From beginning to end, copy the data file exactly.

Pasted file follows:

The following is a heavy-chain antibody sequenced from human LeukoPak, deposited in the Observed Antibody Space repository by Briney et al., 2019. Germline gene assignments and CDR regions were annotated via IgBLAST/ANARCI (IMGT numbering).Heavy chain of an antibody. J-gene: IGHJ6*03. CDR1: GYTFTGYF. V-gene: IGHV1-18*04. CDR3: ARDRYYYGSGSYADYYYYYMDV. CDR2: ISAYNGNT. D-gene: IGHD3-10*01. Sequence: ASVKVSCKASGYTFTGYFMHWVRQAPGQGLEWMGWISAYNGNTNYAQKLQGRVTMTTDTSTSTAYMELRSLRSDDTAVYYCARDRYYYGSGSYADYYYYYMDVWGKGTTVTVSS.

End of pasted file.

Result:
The following is a heavy-chain antibody sequenced from human LeukoPak, deposited in the Observed Antibody Space repository by Briney et al., 2019. Germline gene assignments and CDR regions were annotated via IgBLAST/ANARCI (IMGT numbering).Heavy chain of an antibody. J-gene: IGHJ6*03. CDR1: GYTFTGYF. V-gene: IGHV1-18*04. CDR3: ARDRYYYGSGSYADYYYYYMDV. CDR2: ISAYNGNT. D-gene: IGHD3-10*01. Sequence: ASVKVSCKASGYTFTGYFMHWVRQAPGQGLEWMGWISAYNGNTNYAQKLQGRVTMTTDTSTSTAYMELRSLRSDDTAVYYCARDRYYYGSGSYADYYYYYMDVWGKGTTVTVSS.